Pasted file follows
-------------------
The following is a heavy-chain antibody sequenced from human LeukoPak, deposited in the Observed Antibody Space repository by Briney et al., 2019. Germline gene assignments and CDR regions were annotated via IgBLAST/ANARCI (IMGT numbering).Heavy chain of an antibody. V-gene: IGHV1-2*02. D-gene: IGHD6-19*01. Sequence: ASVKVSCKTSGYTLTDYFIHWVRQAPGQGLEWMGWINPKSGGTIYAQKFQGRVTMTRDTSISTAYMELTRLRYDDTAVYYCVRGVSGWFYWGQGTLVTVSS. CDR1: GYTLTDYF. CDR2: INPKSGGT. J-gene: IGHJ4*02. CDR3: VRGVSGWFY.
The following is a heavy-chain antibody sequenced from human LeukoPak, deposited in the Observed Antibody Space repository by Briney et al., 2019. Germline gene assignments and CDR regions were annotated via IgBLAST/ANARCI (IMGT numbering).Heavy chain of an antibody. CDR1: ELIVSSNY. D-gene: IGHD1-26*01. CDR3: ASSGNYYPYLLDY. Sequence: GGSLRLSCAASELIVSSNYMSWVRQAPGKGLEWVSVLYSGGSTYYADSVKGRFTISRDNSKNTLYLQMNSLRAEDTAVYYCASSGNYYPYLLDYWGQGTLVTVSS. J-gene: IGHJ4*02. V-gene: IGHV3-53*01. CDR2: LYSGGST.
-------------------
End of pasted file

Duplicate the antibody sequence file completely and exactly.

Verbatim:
The following is a heavy-chain antibody sequenced from human LeukoPak, deposited in the Observed Antibody Space repository by Briney et al., 2019. Germline gene assignments and CDR regions were annotated via IgBLAST/ANARCI (IMGT numbering).Heavy chain of an antibody. V-gene: IGHV1-2*02. D-gene: IGHD6-19*01. Sequence: ASVKVSCKTSGYTLTDYFIHWVRQAPGQGLEWMGWINPKSGGTIYAQKFQGRVTMTRDTSISTAYMELTRLRYDDTAVYYCVRGVSGWFYWGQGTLVTVSS. CDR1: GYTLTDYF. CDR2: INPKSGGT. J-gene: IGHJ4*02. CDR3: VRGVSGWFY.
The following is a heavy-chain antibody sequenced from human LeukoPak, deposited in the Observed Antibody Space repository by Briney et al., 2019. Germline gene assignments and CDR regions were annotated via IgBLAST/ANARCI (IMGT numbering).Heavy chain of an antibody. CDR1: ELIVSSNY. D-gene: IGHD1-26*01. CDR3: ASSGNYYPYLLDY. Sequence: GGSLRLSCAASELIVSSNYMSWVRQAPGKGLEWVSVLYSGGSTYYADSVKGRFTISRDNSKNTLYLQMNSLRAEDTAVYYCASSGNYYPYLLDYWGQGTLVTVSS. J-gene: IGHJ4*02. V-gene: IGHV3-53*01. CDR2: LYSGGST.